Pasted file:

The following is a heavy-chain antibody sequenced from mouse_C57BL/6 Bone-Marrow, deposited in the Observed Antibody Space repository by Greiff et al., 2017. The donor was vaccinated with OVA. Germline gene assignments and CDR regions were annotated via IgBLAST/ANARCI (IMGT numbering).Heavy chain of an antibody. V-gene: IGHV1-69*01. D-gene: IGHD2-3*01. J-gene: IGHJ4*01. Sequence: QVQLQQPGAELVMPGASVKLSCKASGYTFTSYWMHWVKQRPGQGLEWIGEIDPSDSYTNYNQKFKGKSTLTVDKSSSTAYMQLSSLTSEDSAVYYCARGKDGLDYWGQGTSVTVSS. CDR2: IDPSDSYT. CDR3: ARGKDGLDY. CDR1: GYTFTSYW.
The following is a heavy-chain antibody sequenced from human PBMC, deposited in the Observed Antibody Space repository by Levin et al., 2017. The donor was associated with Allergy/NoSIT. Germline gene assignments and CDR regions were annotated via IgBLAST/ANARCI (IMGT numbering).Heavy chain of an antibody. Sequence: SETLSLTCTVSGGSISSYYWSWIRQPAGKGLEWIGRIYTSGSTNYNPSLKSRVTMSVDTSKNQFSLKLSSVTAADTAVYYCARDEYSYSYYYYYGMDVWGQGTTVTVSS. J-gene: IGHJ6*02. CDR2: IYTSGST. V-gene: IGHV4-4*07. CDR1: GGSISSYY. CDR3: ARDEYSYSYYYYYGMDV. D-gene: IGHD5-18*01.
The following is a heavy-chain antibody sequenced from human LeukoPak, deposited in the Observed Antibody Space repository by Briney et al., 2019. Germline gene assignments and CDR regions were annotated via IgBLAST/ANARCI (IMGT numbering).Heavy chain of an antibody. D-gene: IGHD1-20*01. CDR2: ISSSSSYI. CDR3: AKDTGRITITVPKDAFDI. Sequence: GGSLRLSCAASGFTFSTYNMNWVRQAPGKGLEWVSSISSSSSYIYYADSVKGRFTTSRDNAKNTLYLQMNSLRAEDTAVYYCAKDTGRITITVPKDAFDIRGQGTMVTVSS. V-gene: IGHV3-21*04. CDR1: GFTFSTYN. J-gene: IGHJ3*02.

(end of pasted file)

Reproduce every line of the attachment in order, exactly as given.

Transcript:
The following is a heavy-chain antibody sequenced from mouse_C57BL/6 Bone-Marrow, deposited in the Observed Antibody Space repository by Greiff et al., 2017. The donor was vaccinated with OVA. Germline gene assignments and CDR regions were annotated via IgBLAST/ANARCI (IMGT numbering).Heavy chain of an antibody. V-gene: IGHV1-69*01. D-gene: IGHD2-3*01. J-gene: IGHJ4*01. Sequence: QVQLQQPGAELVMPGASVKLSCKASGYTFTSYWMHWVKQRPGQGLEWIGEIDPSDSYTNYNQKFKGKSTLTVDKSSSTAYMQLSSLTSEDSAVYYCARGKDGLDYWGQGTSVTVSS. CDR2: IDPSDSYT. CDR3: ARGKDGLDY. CDR1: GYTFTSYW.
The following is a heavy-chain antibody sequenced from human PBMC, deposited in the Observed Antibody Space repository by Levin et al., 2017. The donor was associated with Allergy/NoSIT. Germline gene assignments and CDR regions were annotated via IgBLAST/ANARCI (IMGT numbering).Heavy chain of an antibody. Sequence: SETLSLTCTVSGGSISSYYWSWIRQPAGKGLEWIGRIYTSGSTNYNPSLKSRVTMSVDTSKNQFSLKLSSVTAADTAVYYCARDEYSYSYYYYYGMDVWGQGTTVTVSS. J-gene: IGHJ6*02. CDR2: IYTSGST. V-gene: IGHV4-4*07. CDR1: GGSISSYY. CDR3: ARDEYSYSYYYYYGMDV. D-gene: IGHD5-18*01.
The following is a heavy-chain antibody sequenced from human LeukoPak, deposited in the Observed Antibody Space repository by Briney et al., 2019. Germline gene assignments and CDR regions were annotated via IgBLAST/ANARCI (IMGT numbering).Heavy chain of an antibody. D-gene: IGHD1-20*01. CDR2: ISSSSSYI. CDR3: AKDTGRITITVPKDAFDI. Sequence: GGSLRLSCAASGFTFSTYNMNWVRQAPGKGLEWVSSISSSSSYIYYADSVKGRFTTSRDNAKNTLYLQMNSLRAEDTAVYYCAKDTGRITITVPKDAFDIRGQGTMVTVSS. V-gene: IGHV3-21*04. CDR1: GFTFSTYN. J-gene: IGHJ3*02.